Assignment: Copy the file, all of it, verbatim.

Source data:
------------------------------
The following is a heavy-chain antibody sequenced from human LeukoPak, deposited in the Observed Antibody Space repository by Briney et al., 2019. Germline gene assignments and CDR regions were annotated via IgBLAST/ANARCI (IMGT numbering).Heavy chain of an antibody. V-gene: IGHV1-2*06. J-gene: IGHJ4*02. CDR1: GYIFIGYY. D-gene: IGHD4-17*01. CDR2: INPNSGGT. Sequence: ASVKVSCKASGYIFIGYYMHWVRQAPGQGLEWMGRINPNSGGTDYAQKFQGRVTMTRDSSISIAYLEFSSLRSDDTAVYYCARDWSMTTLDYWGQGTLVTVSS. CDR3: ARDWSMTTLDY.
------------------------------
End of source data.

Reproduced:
The following is a heavy-chain antibody sequenced from human LeukoPak, deposited in the Observed Antibody Space repository by Briney et al., 2019. Germline gene assignments and CDR regions were annotated via IgBLAST/ANARCI (IMGT numbering).Heavy chain of an antibody. V-gene: IGHV1-2*06. J-gene: IGHJ4*02. CDR1: GYIFIGYY. D-gene: IGHD4-17*01. CDR2: INPNSGGT. Sequence: ASVKVSCKASGYIFIGYYMHWVRQAPGQGLEWMGRINPNSGGTDYAQKFQGRVTMTRDSSISIAYLEFSSLRSDDTAVYYCARDWSMTTLDYWGQGTLVTVSS. CDR3: ARDWSMTTLDY.